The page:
Tud

Trip Start Jul 20, 2002
1
9
12
Trip End Sep 05, 2002


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Flag of United States  , Indiana
Wednesday, July 31, 2002

We spent much of the morning hanging out with some wild old biker just east of Albany, Indiana, who built gigantic metal replicas of assorted military aircraft and then mounted them on towering metal poles in his yard, and he was cool.
 
His name was Tud, and we'd stumbled across him and his works of art while doing our best to get out of southern Indiana. Since we weren't yet through the Arch, and since I'd spent much of my life growing up just across the river in Kentucky and knew enough about the rolling, rich, but not exactly interesting farmland of Indiana, we opted to hit I-64 west with quick detours to visit Lincoln's home (we have one in Kentucky, too, and I know they have some in Illinois) and drive through scenic Santa Claus, Indiana. And it was there that we saw the giant airplanes and helicopters, and I figured what the hell? It didn't look that hard to find the house if we took the next exit to get a closer look. And so it was that we met Tud, who was just pulling out of his driveway on his Harley, he told us, to go get himself some BBQ ribs. It's a kind and generous man indeed who will put off ribs in order to take a couple strangers on a tour of his workshop and the creations that came from within it. And it's a right wonderful kind of guy who will then put gooey, delicious sustenance off even longer so he can shoot the bull for a couple hours on everything from how to work with metal to all the places he'd traveled, from Vietnam to 9/11 to getting cancer from asbestos to his strangely humanitarian outlook on life that seemed at odds with the proliferation of signs stating things like, "These premises protected by Smith and Wesson."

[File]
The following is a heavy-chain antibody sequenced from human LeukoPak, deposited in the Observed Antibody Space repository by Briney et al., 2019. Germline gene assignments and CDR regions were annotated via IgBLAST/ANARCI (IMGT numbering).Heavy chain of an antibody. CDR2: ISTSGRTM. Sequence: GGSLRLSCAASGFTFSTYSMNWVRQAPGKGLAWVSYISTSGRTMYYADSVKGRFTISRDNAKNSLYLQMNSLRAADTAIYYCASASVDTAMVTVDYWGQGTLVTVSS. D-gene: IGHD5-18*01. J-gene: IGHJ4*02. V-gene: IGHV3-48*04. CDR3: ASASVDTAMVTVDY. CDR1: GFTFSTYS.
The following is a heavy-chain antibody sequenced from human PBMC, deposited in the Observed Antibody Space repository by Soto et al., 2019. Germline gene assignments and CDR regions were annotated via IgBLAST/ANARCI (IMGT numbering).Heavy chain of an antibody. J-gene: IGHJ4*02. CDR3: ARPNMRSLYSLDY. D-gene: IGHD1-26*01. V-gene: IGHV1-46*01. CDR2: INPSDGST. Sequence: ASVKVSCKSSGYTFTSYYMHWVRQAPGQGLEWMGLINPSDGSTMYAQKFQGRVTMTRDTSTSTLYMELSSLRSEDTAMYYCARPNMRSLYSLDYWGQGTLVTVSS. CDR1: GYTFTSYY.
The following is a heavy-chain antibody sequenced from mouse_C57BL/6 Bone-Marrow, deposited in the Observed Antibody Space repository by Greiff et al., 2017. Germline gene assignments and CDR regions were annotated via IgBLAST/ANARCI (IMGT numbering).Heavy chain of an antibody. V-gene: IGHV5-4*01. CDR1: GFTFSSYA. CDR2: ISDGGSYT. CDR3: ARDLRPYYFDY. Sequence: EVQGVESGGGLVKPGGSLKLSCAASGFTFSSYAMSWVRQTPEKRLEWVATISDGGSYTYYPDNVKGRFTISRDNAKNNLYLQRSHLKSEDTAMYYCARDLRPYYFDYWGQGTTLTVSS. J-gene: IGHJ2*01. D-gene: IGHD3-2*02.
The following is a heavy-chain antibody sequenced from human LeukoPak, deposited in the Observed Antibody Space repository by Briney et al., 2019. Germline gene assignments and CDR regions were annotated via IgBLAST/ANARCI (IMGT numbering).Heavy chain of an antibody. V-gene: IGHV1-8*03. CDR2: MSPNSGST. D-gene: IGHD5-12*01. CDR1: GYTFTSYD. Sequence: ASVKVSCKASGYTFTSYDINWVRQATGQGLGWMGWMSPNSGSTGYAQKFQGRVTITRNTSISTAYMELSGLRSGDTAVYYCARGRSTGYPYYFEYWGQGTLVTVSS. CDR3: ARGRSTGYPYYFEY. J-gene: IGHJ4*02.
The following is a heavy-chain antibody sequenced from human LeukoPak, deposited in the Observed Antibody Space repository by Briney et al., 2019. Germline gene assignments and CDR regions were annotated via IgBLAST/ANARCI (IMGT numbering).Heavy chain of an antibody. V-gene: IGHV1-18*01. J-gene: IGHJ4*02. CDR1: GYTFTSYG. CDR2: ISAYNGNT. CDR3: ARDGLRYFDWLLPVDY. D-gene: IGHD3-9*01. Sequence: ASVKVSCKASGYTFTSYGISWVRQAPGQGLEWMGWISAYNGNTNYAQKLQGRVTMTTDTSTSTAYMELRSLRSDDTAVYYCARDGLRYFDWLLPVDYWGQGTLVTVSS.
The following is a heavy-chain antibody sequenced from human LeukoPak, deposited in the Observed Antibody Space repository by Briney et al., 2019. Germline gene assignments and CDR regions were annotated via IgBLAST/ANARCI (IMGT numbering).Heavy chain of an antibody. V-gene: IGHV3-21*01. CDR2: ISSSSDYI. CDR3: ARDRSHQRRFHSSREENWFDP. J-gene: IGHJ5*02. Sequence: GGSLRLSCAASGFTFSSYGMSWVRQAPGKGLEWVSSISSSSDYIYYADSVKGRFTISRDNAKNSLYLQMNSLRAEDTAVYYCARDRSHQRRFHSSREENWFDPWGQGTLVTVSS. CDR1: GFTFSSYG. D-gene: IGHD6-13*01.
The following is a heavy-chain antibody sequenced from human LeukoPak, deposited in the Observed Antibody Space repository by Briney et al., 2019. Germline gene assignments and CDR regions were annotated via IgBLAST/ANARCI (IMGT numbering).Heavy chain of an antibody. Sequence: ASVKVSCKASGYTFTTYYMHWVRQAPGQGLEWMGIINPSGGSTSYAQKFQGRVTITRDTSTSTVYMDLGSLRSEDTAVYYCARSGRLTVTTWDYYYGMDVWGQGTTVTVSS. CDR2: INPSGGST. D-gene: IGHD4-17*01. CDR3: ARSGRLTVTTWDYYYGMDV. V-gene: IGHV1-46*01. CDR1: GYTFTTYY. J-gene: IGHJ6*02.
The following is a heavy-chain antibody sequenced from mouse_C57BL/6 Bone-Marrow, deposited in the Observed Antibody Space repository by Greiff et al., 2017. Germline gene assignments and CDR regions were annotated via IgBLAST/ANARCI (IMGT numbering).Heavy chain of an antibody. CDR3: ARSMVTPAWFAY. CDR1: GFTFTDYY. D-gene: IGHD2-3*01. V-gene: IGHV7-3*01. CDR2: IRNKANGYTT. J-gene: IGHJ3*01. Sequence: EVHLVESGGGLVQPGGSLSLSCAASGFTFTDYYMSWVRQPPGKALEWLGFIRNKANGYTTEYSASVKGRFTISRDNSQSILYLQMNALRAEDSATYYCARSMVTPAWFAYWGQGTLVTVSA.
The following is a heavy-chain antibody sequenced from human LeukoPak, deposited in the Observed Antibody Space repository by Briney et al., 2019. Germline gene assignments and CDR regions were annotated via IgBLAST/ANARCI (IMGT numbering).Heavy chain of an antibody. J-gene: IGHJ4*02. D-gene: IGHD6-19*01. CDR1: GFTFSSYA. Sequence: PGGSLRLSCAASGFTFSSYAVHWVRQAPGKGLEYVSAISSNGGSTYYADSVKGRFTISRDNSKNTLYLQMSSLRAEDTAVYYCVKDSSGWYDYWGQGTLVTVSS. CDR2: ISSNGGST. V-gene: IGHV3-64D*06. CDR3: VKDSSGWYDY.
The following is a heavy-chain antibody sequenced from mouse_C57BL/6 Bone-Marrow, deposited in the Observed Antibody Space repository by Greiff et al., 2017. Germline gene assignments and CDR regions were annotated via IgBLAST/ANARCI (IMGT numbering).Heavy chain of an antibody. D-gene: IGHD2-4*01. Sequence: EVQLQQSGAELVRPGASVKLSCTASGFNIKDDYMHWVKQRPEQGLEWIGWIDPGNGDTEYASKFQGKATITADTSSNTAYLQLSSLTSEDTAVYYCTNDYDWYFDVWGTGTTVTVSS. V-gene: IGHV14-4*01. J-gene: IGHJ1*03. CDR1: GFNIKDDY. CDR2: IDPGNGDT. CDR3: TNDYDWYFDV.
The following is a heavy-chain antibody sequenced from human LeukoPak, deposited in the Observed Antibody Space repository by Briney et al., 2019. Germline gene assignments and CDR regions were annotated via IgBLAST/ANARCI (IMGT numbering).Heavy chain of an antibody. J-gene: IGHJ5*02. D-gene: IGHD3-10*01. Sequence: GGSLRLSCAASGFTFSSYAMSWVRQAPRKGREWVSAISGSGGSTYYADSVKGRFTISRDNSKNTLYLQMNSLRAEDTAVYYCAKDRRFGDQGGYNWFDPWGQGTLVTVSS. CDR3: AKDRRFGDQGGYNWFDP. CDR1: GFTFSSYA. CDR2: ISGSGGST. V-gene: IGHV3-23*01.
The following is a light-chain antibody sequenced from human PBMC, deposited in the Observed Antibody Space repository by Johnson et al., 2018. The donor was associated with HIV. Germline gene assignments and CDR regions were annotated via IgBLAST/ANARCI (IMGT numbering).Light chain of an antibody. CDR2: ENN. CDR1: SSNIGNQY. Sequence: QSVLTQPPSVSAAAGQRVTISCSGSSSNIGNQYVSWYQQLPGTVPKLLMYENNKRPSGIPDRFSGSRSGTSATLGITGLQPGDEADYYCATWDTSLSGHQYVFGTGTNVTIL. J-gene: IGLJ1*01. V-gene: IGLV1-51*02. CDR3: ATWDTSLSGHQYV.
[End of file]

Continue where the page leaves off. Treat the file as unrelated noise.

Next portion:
Tud, at least, was a man who had lived some serious life and put a lot of miles on his odometer. Someone worth talking to and a fine example of why there are few pleasures in life finer than running across some old guy with a bit of crackpot in him and a whole pile of experience. It's why I enjoy conversation with old Army vets and coal miners more than with, say, college pseudo-intellectuals and artists and so-called activists who have never been outside New York City. Part of the reason I think movies now are so much worse than they used to be s because old movies were written by guys who really had something from which to draw, who had been fighter pilots in the Pacific or stormed the beaches at Normandy or been blacklisted by Joe McCarthy. They'd survived one, sometimes two, world wars, a great depression, Prohibition, Korea. They traveled the world when it was still free of strip malls and automated convenience and interstates, and some of them had blown a fair bit of it up along the way. By contrast, most of the people writing movies today never left a college campus and have little more experience with life than what you get from reading Syd Field's "Screenplay." These old men and women, these are my heroes.
 
"When you get to the Grand Canyon," he told us, "it'll blow your mind. Doesn't matter how cynical you are or what you saw before. It'll get you. It's one of those things that makes you understand the spirit of the land."
 
And then he was off, riding into the early afternoon sun in search of BBQ ribs.
 
"I guess they'll kill me," he said of the ribs, "But what the hell? I'm already dying of cancer, and I'd rather die of ribs."
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